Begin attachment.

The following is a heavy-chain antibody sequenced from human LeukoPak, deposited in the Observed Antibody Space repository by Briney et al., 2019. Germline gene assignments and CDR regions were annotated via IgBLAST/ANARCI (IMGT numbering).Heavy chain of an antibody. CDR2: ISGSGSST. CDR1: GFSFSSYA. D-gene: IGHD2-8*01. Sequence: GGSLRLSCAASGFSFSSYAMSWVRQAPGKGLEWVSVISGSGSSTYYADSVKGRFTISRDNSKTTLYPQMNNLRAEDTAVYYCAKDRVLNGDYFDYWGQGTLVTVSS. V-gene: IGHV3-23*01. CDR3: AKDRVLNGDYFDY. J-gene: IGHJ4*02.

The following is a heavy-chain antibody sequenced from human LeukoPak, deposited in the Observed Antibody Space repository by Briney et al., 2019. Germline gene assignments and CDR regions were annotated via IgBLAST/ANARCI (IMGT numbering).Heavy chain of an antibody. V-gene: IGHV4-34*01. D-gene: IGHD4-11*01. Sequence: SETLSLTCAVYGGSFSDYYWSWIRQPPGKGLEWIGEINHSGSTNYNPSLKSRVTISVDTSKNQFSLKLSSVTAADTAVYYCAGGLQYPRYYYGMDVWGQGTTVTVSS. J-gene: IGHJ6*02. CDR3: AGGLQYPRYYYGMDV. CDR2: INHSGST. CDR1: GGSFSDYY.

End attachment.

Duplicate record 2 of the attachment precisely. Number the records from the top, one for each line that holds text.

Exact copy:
The following is a heavy-chain antibody sequenced from human LeukoPak, deposited in the Observed Antibody Space repository by Briney et al., 2019. Germline gene assignments and CDR regions were annotated via IgBLAST/ANARCI (IMGT numbering).Heavy chain of an antibody. V-gene: IGHV4-34*01. D-gene: IGHD4-11*01. Sequence: SETLSLTCAVYGGSFSDYYWSWIRQPPGKGLEWIGEINHSGSTNYNPSLKSRVTISVDTSKNQFSLKLSSVTAADTAVYYCAGGLQYPRYYYGMDVWGQGTTVTVSS. J-gene: IGHJ6*02. CDR3: AGGLQYPRYYYGMDV. CDR2: INHSGST. CDR1: GGSFSDYY.